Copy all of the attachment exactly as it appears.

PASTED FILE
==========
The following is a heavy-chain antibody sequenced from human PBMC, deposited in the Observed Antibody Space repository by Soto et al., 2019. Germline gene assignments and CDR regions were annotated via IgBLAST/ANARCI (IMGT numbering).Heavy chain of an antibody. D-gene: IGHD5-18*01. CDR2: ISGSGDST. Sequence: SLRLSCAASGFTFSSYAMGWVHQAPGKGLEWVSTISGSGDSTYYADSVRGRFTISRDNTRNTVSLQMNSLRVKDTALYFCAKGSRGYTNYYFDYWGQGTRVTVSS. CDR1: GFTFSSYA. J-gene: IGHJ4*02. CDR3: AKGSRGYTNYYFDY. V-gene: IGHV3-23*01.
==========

The following is a heavy-chain antibody sequenced from human PBMC, deposited in the Observed Antibody Space repository by Soto et al., 2019. Germline gene assignments and CDR regions were annotated via IgBLAST/ANARCI (IMGT numbering).Heavy chain of an antibody. D-gene: IGHD5-18*01. CDR2: ISGSGDST. Sequence: SLRLSCAASGFTFSSYAMGWVHQAPGKGLEWVSTISGSGDSTYYADSVRGRFTISRDNTRNTVSLQMNSLRVKDTALYFCAKGSRGYTNYYFDYWGQGTRVTVSS. CDR1: GFTFSSYA. J-gene: IGHJ4*02. CDR3: AKGSRGYTNYYFDY. V-gene: IGHV3-23*01.